|The Atomic Memory Model is to be published in scientific magazine|
|4 April 2009, MBBSoftware press release.|
It has just been confirmed that the Atomic Memory Model, a powerful technology for handling computer memory in a consistent, elegant, highly effective way,
will be published in the February 2010 issue of the "Information Technologies and Control" magazine. “Information Technologies and Control” is a highly
respected magazine issued by the Federation of the Scientific Engineering Unions (FNTS) in Bulgaria.
The FNTS is a co-founder and a member of the World Federation of the Engineering Organizations (WFEO/FMOI),
a member of the European Federation of National Engineering Associations (FEANI), and is involved
in many other organizations. It has more than 22000 members. The 10 (ten) page article is the first publication of the author Miroslav Bonchev Bonchev.
The novelty of the Atomic Memory Model is mainly, but not only, in understanding and representing the computer memory as abstract entities as opposed to seeing
it as mere memory. The Atomic Memory Model defines five golden rules, which achieve the objective to successfully abstract the memory and represent it as virtual
atoms. These rules are:
- Memory Atoms have types constituted from three properties class, semantics and origin.
- Memory Atoms do not allow unprotected access to the memory which they hold.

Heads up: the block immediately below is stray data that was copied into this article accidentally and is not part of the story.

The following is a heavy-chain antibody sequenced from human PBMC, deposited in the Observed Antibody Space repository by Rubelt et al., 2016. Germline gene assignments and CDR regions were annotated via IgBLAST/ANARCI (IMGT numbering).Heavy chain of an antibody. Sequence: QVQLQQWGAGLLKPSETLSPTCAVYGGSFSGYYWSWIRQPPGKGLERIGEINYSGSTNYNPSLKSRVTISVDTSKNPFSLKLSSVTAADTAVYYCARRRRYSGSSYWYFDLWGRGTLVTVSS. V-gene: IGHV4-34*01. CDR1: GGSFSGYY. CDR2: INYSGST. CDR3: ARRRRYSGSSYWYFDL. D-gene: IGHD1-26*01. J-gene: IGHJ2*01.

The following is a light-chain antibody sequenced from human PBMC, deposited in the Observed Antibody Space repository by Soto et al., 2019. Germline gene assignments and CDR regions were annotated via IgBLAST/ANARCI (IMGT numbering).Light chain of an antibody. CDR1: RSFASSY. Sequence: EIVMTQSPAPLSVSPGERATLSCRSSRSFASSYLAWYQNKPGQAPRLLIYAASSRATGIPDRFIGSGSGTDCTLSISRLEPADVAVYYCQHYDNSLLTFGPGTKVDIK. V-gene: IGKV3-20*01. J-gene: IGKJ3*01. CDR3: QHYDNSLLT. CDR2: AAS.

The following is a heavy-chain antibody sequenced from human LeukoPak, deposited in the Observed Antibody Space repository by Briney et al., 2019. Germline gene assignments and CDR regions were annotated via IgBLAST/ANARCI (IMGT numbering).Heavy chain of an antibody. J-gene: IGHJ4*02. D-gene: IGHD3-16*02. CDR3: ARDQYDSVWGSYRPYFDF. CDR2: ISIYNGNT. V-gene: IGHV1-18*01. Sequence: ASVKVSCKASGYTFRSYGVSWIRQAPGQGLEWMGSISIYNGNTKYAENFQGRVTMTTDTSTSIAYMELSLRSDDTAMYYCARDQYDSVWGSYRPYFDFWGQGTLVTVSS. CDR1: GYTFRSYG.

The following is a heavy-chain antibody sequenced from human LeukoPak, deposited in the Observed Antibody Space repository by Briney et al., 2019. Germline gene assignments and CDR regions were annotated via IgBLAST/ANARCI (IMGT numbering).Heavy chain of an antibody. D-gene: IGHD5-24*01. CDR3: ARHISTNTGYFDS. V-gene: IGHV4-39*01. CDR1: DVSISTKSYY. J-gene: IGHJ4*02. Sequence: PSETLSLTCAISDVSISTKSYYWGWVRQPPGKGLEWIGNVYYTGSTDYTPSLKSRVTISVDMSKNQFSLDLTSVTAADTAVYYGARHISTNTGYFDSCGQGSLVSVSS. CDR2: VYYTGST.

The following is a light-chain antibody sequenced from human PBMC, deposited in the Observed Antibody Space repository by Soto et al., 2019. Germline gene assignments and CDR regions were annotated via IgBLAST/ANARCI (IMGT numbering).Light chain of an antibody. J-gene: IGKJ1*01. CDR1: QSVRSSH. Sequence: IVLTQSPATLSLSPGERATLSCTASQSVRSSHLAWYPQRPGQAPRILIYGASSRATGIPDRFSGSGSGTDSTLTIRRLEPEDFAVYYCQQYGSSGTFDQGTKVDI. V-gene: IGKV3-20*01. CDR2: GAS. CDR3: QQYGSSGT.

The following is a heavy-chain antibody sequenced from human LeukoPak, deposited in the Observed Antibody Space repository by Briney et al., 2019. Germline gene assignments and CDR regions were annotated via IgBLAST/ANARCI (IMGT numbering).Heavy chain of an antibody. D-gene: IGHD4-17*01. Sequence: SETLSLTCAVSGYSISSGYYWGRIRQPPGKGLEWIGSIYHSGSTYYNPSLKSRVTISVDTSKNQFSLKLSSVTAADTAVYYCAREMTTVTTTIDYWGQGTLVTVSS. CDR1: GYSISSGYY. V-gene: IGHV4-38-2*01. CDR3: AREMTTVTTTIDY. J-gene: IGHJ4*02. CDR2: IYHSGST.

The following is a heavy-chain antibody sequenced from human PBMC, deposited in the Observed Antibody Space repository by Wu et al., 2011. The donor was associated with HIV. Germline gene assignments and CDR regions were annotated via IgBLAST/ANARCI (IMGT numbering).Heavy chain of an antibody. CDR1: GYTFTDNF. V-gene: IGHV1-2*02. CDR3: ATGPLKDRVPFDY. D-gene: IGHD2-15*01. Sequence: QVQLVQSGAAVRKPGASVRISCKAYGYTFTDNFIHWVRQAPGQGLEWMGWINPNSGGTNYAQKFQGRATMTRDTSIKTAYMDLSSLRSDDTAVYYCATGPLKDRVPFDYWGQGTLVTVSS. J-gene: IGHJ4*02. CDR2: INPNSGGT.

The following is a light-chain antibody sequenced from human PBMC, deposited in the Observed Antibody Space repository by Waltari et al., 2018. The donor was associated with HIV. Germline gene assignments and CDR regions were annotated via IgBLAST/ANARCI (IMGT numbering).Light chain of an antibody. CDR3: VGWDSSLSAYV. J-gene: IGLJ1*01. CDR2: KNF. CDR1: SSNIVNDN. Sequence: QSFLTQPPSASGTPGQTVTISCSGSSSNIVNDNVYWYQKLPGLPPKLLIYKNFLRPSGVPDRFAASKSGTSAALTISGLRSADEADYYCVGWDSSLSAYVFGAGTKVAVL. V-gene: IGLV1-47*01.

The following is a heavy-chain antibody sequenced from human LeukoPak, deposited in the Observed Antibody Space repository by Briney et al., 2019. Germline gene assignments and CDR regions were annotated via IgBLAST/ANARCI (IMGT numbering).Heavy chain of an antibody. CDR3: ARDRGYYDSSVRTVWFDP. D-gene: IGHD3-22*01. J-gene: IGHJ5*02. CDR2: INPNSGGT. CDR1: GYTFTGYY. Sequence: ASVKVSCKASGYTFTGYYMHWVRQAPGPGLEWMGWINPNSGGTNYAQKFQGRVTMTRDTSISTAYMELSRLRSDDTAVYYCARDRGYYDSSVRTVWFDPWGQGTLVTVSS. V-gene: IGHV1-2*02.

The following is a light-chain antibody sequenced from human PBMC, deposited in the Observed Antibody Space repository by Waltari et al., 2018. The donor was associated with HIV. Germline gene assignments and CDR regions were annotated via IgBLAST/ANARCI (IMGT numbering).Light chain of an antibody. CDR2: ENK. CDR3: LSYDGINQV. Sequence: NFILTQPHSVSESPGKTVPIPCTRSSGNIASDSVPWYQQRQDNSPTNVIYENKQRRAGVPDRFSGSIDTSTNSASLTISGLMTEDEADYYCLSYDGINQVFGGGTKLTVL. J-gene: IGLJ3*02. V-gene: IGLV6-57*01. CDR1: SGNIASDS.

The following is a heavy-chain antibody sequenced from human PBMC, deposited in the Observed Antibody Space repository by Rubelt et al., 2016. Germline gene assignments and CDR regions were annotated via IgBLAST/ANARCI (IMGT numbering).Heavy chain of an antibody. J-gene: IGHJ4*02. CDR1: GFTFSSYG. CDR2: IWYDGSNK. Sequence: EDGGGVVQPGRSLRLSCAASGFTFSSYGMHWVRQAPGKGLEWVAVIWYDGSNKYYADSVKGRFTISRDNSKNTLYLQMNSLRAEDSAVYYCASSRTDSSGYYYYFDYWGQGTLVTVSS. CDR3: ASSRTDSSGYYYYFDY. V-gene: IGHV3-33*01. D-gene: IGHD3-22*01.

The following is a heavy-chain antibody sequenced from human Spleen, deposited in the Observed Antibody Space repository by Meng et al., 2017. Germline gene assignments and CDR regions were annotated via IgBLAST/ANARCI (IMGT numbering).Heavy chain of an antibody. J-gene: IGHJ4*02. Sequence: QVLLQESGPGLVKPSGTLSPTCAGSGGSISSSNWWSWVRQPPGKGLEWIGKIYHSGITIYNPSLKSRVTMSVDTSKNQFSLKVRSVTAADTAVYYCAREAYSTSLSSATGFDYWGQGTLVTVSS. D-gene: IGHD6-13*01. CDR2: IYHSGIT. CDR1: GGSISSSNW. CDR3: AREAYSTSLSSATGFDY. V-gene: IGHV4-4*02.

- Memory Atoms use defensive code in their methods, covering all erroneous conditions possible for each method.
- Memory Units from the class of a Memory Atom are the only way to refer to its items.
- Memory Atoms are always instantiated on a stack frame or are somehow contained by a stack object, which is responsible for their destruction.
Using the Atomic Memory Model in software solves all possible erroneous conditions related to use of memory in a computer system:
- Memory leaks
- Buffer overruns
- Program crashes – consequence from one or both from the above erroneous conditions.
The Atomic Memory Model makes concepts such as garbage collection redundant, since it combines intrinsic safety with increased performance and a more efficient use of memory.
The Atomic Memory Model is available for download from the MBBSoftware website and is distributed with an open
source license – the MIT license. Did you know that the inventor of the first digital computer was
John Atanasoff - a Bulgarian scientist, but born in the USA?
To learn more about the Atomic Memory Model and how it can help your software read the Atomic Memory Model thesis.|
|Download the latest release of the Atomic Memory Model|
|Learn how to use the Atomic Memory Model in your software|